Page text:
When sharing death with children, one’s own mortality and beliefs come into play. I’ve been consoled by an elder, a mentor, a friend, Native American Elder i call Lolo Babe: Gramma did not go far. She still has a duty here with the family. She will talk with you at dawn. Just listen carefully. At the proper moment you will feel her go. Whisper Ina’lum’qotmi and allow her journey to begin. I have already said Ina’lum’qotmi. In your instance you have said, “You must go but you must take my heart with you.” Grandma, I have whispered Ina’lum’qotmi. read more from lolo babe’s stories @

but ina’lum’qotmi sounds similar in pilipino, ina = mother, lungkot = sad, unhappy, mi (in spanish) = my. i shared this similarity between the languages with lolo babe. he listened, thought for a moment and then proceed to share another story about coyote, the trickster. forgive me as i am not as detailed in this storytelling as lolo babe but what i remember is that coyote was the cause for the different languages of the world today. in the beginning, there was one language that was spoken by all but coyote caused so much trouble that different languages came to be. i will have to check in with lolo babe about the details. to be continued…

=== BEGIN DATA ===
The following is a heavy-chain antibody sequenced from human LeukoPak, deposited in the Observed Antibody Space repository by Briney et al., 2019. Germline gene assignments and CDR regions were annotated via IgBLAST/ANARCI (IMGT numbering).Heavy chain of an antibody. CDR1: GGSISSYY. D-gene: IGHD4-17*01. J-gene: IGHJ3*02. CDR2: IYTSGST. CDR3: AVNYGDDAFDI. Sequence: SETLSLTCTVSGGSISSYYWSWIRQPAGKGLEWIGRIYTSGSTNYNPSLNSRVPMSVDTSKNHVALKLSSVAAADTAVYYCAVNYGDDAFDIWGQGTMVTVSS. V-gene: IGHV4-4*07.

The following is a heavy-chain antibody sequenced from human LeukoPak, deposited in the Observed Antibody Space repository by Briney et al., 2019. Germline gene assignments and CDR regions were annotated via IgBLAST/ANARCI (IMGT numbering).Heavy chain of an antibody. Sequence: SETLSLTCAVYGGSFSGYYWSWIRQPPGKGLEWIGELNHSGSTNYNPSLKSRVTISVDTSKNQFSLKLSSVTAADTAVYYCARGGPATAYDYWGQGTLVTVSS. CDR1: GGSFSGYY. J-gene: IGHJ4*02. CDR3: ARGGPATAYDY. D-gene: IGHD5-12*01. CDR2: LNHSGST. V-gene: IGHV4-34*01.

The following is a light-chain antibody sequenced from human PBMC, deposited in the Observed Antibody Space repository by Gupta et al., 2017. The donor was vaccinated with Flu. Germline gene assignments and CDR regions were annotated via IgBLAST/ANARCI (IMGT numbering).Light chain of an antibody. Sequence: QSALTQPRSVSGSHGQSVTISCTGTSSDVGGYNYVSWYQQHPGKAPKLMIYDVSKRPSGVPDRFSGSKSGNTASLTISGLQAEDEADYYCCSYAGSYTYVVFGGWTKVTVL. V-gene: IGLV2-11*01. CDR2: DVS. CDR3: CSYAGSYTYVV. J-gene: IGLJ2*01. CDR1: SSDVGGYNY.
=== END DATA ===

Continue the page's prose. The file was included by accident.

ina’lum’qotmi — 1 Comment

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